The 1876 Directory was more or less a repeat of the previous year except that the Miles had moved and there was no commercial listing of ice dealers. Higgins was listed in the residential section. But in 1877 we do find that there were 4 residential listings and 2 commercial listing. Alex Cramer was added to the residence listing and both Stephen Vinot at Holladay N.W. corner of 6th and L.L. Higgins at 376 Lawrence were the commercial listings. We also find an advertisement for “Crystal Lake Ice” with Stephen Vinot as the proprietor (see the 4th figure in Roper’s snapshot 12). We can now be certain there were at least 3 ice companies in Denver in the late 1870s.

  4. By 1878 the ice business was both vital and competitive. Names came and went in the directory but this was probably as much a function of the listing company as it was of competition between the rivals. At this point Higgins, Miles, and Vinot were all active players but only Higgins was listed commercially. There were also peripheral players such as Henry Bohlmann, “Practical Cabinet Maker” who offered both residential ice boxes and refrigerators for saloons. The city was apparently crawling with ice wagons during the summer month. But there is no indication where the ice companies and dealers got their ice?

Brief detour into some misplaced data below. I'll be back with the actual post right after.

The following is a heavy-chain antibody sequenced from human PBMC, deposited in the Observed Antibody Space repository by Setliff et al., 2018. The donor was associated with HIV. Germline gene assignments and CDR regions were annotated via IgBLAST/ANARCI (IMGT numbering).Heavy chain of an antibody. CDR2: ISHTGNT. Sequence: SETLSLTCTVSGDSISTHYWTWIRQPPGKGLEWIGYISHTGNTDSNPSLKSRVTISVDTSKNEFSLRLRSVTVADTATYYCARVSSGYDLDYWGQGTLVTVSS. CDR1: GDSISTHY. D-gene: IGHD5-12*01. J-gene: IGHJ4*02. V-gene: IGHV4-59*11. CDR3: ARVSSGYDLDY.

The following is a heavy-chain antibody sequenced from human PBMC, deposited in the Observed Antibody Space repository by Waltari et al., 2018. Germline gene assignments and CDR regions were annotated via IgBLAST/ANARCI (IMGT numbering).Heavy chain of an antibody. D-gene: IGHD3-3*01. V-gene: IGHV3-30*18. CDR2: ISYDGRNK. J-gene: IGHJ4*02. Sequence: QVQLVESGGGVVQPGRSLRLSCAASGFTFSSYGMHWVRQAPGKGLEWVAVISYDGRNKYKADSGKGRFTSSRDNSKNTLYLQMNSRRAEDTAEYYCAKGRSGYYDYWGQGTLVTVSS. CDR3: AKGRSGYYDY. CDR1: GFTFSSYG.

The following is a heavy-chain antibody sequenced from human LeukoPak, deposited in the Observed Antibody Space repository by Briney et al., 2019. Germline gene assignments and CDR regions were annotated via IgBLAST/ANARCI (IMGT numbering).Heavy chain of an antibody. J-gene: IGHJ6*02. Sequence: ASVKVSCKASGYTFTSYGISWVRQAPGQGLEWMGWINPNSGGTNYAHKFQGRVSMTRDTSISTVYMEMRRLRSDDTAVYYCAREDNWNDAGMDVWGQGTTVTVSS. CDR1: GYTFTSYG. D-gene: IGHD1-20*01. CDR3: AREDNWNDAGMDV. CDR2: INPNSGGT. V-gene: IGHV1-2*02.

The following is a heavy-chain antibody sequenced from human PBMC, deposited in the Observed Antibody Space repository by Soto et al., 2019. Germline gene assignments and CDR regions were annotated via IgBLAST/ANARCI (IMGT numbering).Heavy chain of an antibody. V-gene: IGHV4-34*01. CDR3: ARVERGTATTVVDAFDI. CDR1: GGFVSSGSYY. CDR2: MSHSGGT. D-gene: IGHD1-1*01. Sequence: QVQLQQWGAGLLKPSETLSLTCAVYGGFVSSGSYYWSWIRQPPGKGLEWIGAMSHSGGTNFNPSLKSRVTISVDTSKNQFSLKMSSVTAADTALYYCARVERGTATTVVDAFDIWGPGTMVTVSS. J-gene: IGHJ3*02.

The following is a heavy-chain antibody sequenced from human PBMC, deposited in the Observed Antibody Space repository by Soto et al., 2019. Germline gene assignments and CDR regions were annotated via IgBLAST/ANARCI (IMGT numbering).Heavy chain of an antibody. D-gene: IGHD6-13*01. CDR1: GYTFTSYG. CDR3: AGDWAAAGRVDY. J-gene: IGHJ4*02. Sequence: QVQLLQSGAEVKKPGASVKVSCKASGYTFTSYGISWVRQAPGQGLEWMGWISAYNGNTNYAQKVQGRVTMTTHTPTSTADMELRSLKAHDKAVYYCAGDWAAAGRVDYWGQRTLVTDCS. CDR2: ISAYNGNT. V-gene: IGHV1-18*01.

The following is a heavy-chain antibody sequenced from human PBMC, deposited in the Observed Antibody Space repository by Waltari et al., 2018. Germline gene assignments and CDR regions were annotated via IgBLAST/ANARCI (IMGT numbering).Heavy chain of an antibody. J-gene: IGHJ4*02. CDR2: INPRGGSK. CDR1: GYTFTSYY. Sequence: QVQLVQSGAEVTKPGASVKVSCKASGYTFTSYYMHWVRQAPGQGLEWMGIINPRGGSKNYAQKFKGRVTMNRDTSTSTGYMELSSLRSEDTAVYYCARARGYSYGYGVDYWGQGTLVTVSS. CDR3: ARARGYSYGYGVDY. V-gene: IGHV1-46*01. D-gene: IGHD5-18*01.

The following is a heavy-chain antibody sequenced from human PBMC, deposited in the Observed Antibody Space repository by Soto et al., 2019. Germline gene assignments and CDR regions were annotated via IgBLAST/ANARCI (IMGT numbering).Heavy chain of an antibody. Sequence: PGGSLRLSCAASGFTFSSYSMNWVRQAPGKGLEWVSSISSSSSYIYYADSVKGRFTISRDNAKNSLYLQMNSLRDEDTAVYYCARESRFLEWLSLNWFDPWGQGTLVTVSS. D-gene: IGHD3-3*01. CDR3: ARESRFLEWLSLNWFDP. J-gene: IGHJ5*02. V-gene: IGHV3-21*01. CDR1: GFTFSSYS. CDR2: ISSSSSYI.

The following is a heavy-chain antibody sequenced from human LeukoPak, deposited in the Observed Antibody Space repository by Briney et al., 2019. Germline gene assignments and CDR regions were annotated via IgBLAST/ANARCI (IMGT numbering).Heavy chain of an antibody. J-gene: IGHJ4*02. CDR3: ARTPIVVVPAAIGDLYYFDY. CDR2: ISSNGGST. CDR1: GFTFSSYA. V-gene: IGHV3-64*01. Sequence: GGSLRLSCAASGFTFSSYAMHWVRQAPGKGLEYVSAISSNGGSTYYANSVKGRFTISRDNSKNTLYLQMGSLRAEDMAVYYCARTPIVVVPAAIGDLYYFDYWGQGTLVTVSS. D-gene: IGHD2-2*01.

It is interesting to note that Vinot’s company was named for a location – specifically a lake. The sources at this time were almost certainly local as the region surrounding the City was dotted with both natural and man-made ponds and lakes. Local collection was either conducted by wagon or the storage facilities were located next to the source – as perhaps the Crystal Lake Ice company implies. But anyone who has lived in Denver for any length of time knows that winters are not always so cold and sufficient ice from these ponds may not have always met the demands. As the city grew this became a more critical issue. Increasingly, distant sources must have been accessed. Wagons could have been used – and probably were - but with so many railroads reaching the City there can be no doubt they were already contributing an important service to the industry. One has to wonder just how much Ice the Colorado Central and DSP&P were hauling in from the west and how much the Denver and Rio Grande might have been hauling in from the south. That isn’t to say the standard gauge lines were not bringing in ice from the north and east. We don’t know. But we can be certain that the railroads became involvement in this industry during this decade. While refrigerator cars may not have appeared to any notable extent in the 1870s raw ice must have been hauled in ordinary boxcars during those winter months.

    To be continued…